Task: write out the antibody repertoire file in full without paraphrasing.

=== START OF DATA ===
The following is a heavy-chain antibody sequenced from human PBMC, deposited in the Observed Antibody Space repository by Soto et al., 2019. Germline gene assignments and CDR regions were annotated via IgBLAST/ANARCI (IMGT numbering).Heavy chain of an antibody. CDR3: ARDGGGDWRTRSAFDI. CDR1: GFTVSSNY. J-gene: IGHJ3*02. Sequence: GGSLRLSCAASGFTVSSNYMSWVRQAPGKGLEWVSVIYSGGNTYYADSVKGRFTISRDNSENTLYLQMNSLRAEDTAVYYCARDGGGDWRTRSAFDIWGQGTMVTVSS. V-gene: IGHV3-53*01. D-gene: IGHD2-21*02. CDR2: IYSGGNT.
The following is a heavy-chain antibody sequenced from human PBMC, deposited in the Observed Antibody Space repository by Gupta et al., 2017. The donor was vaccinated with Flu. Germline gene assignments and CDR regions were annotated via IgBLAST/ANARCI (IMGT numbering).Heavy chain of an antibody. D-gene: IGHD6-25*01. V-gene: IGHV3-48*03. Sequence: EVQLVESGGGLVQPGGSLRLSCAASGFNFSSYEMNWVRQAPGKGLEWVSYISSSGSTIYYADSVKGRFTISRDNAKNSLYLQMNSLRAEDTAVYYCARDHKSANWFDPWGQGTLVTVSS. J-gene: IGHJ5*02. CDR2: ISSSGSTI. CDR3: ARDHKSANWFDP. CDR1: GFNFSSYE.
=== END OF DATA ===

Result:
The following is a heavy-chain antibody sequenced from human PBMC, deposited in the Observed Antibody Space repository by Soto et al., 2019. Germline gene assignments and CDR regions were annotated via IgBLAST/ANARCI (IMGT numbering).Heavy chain of an antibody. CDR3: ARDGGGDWRTRSAFDI. CDR1: GFTVSSNY. J-gene: IGHJ3*02. Sequence: GGSLRLSCAASGFTVSSNYMSWVRQAPGKGLEWVSVIYSGGNTYYADSVKGRFTISRDNSENTLYLQMNSLRAEDTAVYYCARDGGGDWRTRSAFDIWGQGTMVTVSS. V-gene: IGHV3-53*01. D-gene: IGHD2-21*02. CDR2: IYSGGNT.
The following is a heavy-chain antibody sequenced from human PBMC, deposited in the Observed Antibody Space repository by Gupta et al., 2017. The donor was vaccinated with Flu. Germline gene assignments and CDR regions were annotated via IgBLAST/ANARCI (IMGT numbering).Heavy chain of an antibody. D-gene: IGHD6-25*01. V-gene: IGHV3-48*03. Sequence: EVQLVESGGGLVQPGGSLRLSCAASGFNFSSYEMNWVRQAPGKGLEWVSYISSSGSTIYYADSVKGRFTISRDNAKNSLYLQMNSLRAEDTAVYYCARDHKSANWFDPWGQGTLVTVSS. J-gene: IGHJ5*02. CDR2: ISSSGSTI. CDR3: ARDHKSANWFDP. CDR1: GFNFSSYE.